Will the Fed Take the Punch Bowl Away?

Will the Fed Take the Punch Bowl Away?

© Issei Kato / Reuters

Although weaker public-sector spending may help explain the slow-growth rut the U.S. has found itself in over the last decade, most economists say that the extraordinary deficit-financed stimulus at this stage of the economic cycle won’t provide much more than a temporary sugar rush for the economy. Bloomberg’s Jonathan Bernstein says that President Trump’s policies have been focused largely on short-term economic gains, and their effects – namely higher growth and higher deficits – will push the Federal Reserve to raise interest rates as it attempts to deal with rising inflation and ever-expanding federal debt:

“[Trump’s] preferred combination of loose fiscal and monetary policy — of large federal budget deficits along with low interest rates — also may run up against reality. The Fed isn’t just randomly imposing higher interest rates; its actions are a perfectly predictable (and, most economists would say, responsible) reaction to continued growth and those enormous federal budget deficits that Trump and congressional Republicans have created.”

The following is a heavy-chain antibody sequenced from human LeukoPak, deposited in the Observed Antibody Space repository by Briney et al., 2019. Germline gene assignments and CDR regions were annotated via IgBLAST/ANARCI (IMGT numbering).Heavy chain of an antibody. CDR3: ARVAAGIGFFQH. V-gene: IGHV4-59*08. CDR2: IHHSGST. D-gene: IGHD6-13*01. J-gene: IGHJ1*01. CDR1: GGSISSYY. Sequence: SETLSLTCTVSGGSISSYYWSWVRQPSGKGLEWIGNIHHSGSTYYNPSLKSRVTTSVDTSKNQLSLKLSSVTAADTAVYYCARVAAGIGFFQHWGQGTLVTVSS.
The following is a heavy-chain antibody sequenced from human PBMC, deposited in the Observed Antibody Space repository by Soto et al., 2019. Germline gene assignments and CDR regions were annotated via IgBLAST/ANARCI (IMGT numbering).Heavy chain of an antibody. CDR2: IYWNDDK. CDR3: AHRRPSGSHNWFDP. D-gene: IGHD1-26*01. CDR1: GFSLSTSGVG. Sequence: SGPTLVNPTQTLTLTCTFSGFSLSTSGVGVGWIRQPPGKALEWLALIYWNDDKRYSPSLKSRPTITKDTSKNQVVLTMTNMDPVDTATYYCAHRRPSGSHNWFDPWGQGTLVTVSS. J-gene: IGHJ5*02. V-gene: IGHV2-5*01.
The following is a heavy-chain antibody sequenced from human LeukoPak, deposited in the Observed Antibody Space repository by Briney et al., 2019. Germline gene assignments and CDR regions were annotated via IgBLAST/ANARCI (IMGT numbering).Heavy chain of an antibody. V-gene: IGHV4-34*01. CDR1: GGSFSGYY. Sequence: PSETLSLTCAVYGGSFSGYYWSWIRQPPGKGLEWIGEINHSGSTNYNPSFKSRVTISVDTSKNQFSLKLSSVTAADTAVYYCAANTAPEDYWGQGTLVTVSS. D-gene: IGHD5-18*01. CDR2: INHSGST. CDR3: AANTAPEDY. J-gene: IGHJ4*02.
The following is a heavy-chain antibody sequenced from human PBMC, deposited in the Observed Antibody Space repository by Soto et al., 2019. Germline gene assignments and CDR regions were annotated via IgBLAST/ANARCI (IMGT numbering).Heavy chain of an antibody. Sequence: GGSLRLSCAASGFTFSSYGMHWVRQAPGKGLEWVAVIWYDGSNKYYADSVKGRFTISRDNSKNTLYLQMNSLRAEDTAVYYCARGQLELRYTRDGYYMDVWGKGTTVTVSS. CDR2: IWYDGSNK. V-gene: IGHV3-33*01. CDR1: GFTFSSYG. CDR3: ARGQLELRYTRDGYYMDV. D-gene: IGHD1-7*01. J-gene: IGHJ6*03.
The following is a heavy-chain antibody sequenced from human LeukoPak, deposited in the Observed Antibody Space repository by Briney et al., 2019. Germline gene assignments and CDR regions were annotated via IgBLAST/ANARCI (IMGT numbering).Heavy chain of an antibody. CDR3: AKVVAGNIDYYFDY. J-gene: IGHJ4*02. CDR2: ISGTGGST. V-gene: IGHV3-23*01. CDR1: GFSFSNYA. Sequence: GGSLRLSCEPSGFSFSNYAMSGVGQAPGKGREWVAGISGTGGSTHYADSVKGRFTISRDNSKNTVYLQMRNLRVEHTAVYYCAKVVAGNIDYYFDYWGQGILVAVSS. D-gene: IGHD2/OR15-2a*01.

Similarly, Bloomberg’s Ramesh Ponnuru warns that the Fed’s monetary policy may end up limiting the boost provided by fiscal policy: “The Fed offsets the impact of changes in the deficit even if its policymakers are not consciously trying to do so. The central bank need only respond in roughly consistent ways to trends in unemployment, inflation and other economic variables for its behavior to counteract fiscal stimulus.” Ponnoru says that, in the end, the U.S. will be left with a “bigger national debt, which comes with an obligation to pay greater amounts of interest.”